By Jamie Smith tbnewswatch
A group of concerned citizens is blown away by the city’s plan to lease land near Big Thunder to make a wind farm. Around 50 people were at the Neebing Roadhouse Tuesday evening to form the first Nor’Wester Mountains Escarpment Citizens Coalition meeting. The group discussed environmental, social and health concerns about the proposed Big Thunder Wind Park; a 27 megawatt farm that would place 18 turbines across the Neebing skyline.
Coalition interim chair John Beals said he first heard about the project two years ago when he received a letter in the mail from Horizon Wind. He said the deal between Thunder Bay and Horizon Wind was done behind closed doors in March 2007 because the city corporation owns 17,000 acres of land that the project would be built on. According to the coalition, each turbine would require four acres of clear-cut land. The Toronto company has since held two public meetings about the project. Beals said it would be a shame to lose the land before any other discussions could take place.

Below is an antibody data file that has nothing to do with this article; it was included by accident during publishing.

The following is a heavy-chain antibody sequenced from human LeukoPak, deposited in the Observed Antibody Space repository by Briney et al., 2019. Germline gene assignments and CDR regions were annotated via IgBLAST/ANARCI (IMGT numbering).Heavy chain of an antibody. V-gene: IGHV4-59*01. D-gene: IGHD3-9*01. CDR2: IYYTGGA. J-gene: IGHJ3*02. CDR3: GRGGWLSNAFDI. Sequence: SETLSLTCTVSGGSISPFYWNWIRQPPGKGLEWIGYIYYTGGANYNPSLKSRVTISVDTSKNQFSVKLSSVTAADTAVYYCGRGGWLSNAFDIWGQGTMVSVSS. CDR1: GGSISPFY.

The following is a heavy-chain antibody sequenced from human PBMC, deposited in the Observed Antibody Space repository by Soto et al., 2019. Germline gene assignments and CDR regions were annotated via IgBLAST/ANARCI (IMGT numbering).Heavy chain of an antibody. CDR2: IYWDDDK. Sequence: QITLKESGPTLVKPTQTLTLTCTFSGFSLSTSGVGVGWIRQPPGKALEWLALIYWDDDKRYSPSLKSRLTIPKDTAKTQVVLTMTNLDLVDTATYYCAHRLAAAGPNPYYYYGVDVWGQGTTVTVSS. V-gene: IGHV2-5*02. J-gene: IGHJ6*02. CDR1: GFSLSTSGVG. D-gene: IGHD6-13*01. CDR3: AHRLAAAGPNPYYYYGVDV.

“What’s overtop of that escarpment very few people have seen in their lifetime,” Beals said adding the land includes two-thirds of the Loch Lomond Lake shoreline. “It’s as though nobody sees it and nobody cares about it.”
Loch Lomond Ski Area owner Ward Bond said he’s in favour of green energy but the project could be devastating for his ski hill. He said he has no idea why the city wouldn’t consult him. Bond said he called the city Monday but hasn’t heard back from them yet.
“I think that was so bad of the city to just go ahead and do this behind closed doors. I didn’t even read about it in the newspaper. It’s not public knowledge. I’d like to know what the city’s getting out of it,” said Bond. “It’s not green energy it’s green money.”
The project would place 400 foot turbines on top of the Nor’Wester Mountains between Copin Road and Hacquoil Road. Residents at the meeting voiced concerns from internet research they have done on wind farms. They said endangered wildlife, noise pollution and moving shadows from the blades of the turbines known as “flickering” could jeopardize their neighbourhoods.
“Why are you ruining our way of life and the things we hold dear?” asked Beals who also owns the Neebing Roadhouse. “No one knows what took place (in meetings between the city and Horizon Wind). We just know something is wrong.”
Horizon Wind issued a letter to residents Monday stating that the project is on hold until it undergoes an environmental assessment under the new provincial Renewable Energy Approval regulation.